As one who seeks to be knowledgeable of how people are treated in the production and delivery of my goods and services I have to admit that there is much I don’t know.  Living in a New Monastic community I am realizing, thanks to the symposium, that at best I limit my involvement in our system that creates wealth through unjust and “dishonest” means: I have been and continue to be a beneficiary of exploitative processes.  In part because I have bought that debt is the way to prosperity.  I have been tempted and at times in my life bought that “making money” is what is needed to have a living.    I’m coming to see that we have handed over (perhaps it was always in the hands of these powers, I don’t know) our livelihoods and our futures to those whose only purpose is the making of and managing of money.   Unfortunately it seems that we have believed we could control Mammon, and are currently in a situation of being fed up with the god money, but are unwilling to admit that we as a culture and society already bowed down to that God.  Repentance and the sign of repentance in seeking other ways to live without financiers, and speculators and the stock market seems the way forward.  But we are entangled and more entangled than we have yet been willing to acknowledge.   We need to not only attempt to address injustice of the current system but create alternatives that exist within and along side the system of the power of  Mammon.  Ultimately, it is the Kingdom of God that is that alternative.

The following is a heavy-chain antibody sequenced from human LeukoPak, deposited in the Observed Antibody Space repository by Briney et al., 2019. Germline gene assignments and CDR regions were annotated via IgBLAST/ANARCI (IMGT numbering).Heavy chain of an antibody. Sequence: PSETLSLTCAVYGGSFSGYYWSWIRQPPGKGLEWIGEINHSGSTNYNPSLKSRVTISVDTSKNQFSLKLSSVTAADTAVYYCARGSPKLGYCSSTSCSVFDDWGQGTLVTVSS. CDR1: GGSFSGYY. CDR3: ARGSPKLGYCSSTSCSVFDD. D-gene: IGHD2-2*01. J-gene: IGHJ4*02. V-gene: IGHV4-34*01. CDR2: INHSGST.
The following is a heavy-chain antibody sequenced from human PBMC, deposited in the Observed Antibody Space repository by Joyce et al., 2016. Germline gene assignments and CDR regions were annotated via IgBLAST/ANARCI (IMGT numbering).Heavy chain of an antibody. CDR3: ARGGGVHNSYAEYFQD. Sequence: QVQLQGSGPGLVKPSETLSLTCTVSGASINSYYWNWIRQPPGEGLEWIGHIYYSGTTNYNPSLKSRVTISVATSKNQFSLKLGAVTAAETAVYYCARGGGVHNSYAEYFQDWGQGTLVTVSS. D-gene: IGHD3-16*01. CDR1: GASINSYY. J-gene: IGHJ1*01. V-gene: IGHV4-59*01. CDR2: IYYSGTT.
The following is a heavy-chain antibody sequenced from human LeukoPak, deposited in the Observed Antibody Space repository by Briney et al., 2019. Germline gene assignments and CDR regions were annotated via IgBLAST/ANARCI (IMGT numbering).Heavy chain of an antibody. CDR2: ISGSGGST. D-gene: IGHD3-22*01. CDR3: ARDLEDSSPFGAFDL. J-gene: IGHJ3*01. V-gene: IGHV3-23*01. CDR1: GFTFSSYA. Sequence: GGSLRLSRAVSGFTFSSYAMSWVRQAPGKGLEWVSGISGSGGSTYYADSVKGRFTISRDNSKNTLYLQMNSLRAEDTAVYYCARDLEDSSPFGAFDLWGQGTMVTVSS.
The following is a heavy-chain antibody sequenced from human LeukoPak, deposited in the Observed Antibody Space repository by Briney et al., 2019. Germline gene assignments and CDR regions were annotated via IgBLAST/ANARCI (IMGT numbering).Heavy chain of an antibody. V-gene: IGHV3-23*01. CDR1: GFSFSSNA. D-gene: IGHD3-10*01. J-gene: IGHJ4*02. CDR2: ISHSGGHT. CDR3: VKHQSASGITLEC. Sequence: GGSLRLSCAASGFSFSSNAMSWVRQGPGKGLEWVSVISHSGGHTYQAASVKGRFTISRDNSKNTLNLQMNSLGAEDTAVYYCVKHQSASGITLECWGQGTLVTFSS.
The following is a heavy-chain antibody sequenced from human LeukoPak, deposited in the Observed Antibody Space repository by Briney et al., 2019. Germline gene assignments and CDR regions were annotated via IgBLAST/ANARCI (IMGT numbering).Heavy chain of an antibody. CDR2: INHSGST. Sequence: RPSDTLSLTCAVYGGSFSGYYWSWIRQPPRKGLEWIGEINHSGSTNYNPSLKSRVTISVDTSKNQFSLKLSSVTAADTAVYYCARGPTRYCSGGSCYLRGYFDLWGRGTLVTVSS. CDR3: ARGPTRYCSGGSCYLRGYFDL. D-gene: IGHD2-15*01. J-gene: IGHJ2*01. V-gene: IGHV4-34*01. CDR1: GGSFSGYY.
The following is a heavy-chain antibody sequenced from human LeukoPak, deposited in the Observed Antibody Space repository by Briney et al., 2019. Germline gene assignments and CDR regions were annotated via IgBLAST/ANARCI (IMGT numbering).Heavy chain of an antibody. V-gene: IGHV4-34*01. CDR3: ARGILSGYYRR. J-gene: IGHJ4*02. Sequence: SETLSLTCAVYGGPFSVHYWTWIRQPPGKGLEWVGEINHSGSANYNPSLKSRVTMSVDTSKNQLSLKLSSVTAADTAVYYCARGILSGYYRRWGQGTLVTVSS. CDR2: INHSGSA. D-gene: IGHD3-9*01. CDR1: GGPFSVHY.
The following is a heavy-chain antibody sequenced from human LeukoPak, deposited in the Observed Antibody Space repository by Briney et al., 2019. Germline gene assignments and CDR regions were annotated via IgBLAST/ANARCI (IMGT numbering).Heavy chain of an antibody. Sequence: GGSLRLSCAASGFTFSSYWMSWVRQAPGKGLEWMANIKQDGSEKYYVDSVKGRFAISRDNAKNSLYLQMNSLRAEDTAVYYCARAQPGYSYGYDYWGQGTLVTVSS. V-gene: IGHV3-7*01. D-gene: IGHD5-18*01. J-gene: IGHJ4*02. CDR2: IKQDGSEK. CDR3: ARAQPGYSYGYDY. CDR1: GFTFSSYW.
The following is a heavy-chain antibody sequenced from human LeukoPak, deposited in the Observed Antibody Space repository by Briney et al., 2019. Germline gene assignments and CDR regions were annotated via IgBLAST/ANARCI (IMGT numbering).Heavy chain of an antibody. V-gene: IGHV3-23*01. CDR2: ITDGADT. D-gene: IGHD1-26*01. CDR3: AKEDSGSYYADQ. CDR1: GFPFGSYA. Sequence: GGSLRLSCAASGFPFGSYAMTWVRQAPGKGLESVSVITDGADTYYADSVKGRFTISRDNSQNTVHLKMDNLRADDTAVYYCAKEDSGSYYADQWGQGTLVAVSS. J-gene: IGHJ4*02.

My “Questions to Occupy America” post in the Priestly Goth Blog is in part a fruit of this symposium.

North Park Theological Seminary Symposium on the Theological Interpretation of Scripture

I try to make it each year to NPTS’s Symposium on the Theological interpretation of Scripture though that actually means I on average make it every other year.  This year the theme is “Money and Possessions.”

Last time I was there I live blogged the Symposium in 2009 as well as wrote a couple of reflections.  This year I will try my had at tweeting the symposium. #NPTS$&stuff.

The presenters of papers this year are: Mark Husbands, Hugh Williamson, Gary Hoag, Kelly Johnson, Javier Comboni, Bruce Longnecker, Helen Rhee, Jonathan Bonk. William Willimon is preaching at the Saturday morning worship.

I will also post here my thoughts over the course the next few days.